(MIAMI) — A Florida teenager died after police shocked him with a Taser in an attempt to arrest him for drawing graffiti on an abandoned building.
Israel Hernandez, 18, died Aug. 6 in Miami Beach. The Miami Beach Police Department said in a statement that Hernandez started to flee when they caught him spray-painting a building, and that he didn’t stop running when they told him stop.
“During the foot pursuit, the subject encountered officers face to face … and ignored officers’ commands to stop. In order to affect his arrest, an officer deployed his conducted electrical weapon (Taser). The subject was placed into custody,” the police statement read.
Hernandez started to show signs of medical distress after he was taken into custody, according to the police department. The fire-rescue squad transported Hernandez to Mount Sinai Hospital, where he was later pronounced dead, according to the Miami Herald.
The cause of death has not been determined, and autopsy and toxicology reports are still pending, police said.
Hernandez’s sister, Offir Hernandez, told ABC’s Miami affiliate WPLG that her brother was an artist who “lived and breathed” for his work.
He was one credit short of graduating from Miami Beach High School, according to WPLG, and after high school, his sister told the affiliate that his only plan was to paint. She described an exposition he once held where he sold his paintings for a dollar apiece. “He called it the dollar menu,” she told WPLG. “He sold it for just a dollar, just to spread it around.”
According to WPLG, Hernandez’s family members said they were not aware of any health problems that could have led to his death.
When the WPLG reporter asked Hernandez if she believed police had gone too far, Hernandez said, “My brother is dead isn’t he? Of course [the police] went too far. He didn’t come home yesterday. The police did.”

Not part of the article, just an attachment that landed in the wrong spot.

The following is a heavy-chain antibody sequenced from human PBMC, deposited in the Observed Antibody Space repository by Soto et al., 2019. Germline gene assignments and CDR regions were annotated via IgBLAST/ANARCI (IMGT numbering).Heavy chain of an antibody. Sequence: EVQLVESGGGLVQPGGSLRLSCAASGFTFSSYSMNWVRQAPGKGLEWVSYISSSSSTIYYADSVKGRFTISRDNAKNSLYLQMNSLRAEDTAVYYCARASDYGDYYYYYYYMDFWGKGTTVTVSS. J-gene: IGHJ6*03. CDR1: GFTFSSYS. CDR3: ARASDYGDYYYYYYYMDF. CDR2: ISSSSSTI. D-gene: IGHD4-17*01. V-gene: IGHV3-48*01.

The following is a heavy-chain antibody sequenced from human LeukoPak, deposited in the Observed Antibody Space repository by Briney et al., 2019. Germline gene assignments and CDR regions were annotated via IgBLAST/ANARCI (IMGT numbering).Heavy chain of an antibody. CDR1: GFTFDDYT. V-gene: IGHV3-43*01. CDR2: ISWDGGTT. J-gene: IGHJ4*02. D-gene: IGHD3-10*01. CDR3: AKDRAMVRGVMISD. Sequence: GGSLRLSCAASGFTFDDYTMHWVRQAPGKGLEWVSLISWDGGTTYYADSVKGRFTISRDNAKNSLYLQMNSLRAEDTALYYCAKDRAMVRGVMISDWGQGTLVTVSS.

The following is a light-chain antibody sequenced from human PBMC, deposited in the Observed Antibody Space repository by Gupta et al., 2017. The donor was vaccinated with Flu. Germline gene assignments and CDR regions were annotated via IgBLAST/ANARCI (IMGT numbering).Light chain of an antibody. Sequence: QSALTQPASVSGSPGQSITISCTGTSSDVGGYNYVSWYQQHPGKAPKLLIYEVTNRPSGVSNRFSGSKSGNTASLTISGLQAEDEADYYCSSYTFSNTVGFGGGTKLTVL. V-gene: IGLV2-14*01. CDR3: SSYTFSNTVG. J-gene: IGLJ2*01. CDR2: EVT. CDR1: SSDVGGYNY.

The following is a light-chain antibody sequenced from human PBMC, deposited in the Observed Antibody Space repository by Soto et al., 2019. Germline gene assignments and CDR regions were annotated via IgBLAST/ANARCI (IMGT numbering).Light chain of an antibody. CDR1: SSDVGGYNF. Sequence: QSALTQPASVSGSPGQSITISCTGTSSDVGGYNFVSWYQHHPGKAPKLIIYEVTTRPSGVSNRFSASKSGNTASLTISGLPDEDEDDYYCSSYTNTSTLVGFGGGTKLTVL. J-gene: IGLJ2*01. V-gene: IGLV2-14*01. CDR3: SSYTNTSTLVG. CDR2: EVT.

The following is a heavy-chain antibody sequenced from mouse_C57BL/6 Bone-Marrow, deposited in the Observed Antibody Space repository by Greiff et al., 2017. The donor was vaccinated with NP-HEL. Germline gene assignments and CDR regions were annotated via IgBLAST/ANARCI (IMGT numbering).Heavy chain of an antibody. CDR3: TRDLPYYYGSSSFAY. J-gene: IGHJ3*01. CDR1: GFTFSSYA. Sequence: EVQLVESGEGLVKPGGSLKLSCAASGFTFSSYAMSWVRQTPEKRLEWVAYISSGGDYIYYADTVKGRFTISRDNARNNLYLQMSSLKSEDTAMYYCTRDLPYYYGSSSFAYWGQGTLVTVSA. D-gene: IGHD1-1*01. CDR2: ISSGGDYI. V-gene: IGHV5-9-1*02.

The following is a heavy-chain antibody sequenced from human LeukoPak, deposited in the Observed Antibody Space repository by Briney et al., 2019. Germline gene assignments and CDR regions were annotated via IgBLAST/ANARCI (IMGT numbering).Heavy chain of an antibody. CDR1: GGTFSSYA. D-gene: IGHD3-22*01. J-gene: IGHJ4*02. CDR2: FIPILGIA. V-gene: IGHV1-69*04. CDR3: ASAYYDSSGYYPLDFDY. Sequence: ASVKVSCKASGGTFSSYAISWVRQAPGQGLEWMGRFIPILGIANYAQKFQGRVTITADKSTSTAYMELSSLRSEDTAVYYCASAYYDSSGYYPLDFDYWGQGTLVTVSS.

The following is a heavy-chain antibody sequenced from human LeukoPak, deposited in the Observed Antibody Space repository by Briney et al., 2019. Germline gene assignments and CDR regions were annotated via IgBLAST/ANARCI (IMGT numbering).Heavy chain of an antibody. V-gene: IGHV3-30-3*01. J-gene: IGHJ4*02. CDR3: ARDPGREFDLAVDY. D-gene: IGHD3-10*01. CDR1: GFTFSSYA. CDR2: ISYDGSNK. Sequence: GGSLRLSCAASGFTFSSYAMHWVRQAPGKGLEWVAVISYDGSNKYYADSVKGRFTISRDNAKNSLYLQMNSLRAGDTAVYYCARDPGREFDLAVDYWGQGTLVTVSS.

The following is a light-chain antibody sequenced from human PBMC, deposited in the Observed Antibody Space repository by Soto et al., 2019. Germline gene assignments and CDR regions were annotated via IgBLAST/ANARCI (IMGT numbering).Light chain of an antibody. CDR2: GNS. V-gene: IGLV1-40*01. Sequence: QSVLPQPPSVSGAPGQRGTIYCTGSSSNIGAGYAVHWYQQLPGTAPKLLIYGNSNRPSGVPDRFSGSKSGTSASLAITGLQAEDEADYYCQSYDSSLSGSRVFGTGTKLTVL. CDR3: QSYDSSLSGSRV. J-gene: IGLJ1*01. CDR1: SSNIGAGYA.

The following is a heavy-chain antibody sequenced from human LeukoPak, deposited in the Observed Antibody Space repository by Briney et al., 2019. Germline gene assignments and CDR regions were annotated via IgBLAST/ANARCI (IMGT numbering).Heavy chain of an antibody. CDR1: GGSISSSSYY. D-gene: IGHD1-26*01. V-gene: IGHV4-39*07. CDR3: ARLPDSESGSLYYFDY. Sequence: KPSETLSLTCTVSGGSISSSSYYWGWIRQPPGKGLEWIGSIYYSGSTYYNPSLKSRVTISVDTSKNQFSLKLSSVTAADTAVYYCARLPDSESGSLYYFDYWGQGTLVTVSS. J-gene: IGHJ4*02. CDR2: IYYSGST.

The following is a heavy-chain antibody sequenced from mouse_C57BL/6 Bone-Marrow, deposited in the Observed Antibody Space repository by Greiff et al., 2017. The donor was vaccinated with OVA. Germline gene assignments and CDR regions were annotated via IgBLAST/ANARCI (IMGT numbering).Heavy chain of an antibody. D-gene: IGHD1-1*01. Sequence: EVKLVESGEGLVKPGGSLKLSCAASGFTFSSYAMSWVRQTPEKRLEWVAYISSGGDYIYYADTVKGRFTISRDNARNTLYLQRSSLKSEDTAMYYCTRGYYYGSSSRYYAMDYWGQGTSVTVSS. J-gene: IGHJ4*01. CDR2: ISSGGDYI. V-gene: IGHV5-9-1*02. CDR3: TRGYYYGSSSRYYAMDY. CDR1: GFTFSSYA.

Tasers, also called conducted energy devices, are electroshock guns frequently used by police to stun their targets into compliance.
In 2012, the human rights organization Amnesty International, which has repeatedly called for heightened regulations on Tasers, reported that 500 people in the United States had died from these stun gun devices since 2001. Florida had the second-largest number of deaths from Tasers, according to Amnesty International.
Because Tasers are not firearms, they are not subject to regulation by the Bureau of of Alcohol, Tobacco, Firearms, and Explosives.
The Miami Beach police declined to say how often its officers used Tasers.
In 2012, the journal Circulation, which is published by the American Heart Association, released a study by Dr. Douglas Zipes concluding that electronic control device stimulation from the Tasers could induce cardiac arrest.
“Users should be judicious in how and when to use the ECD weapon, avoid chest shocks if possible, monitor the person after an ECD shock, and suspect this adverse response in any victim who loses consciousness,” the study stated.
The Miami Beach Police Department issued a statement saying, “The city of Miami Beach would like to extend their condolences to the family of Israel Hernandez.” It said Hernandez’s death was under investigation.
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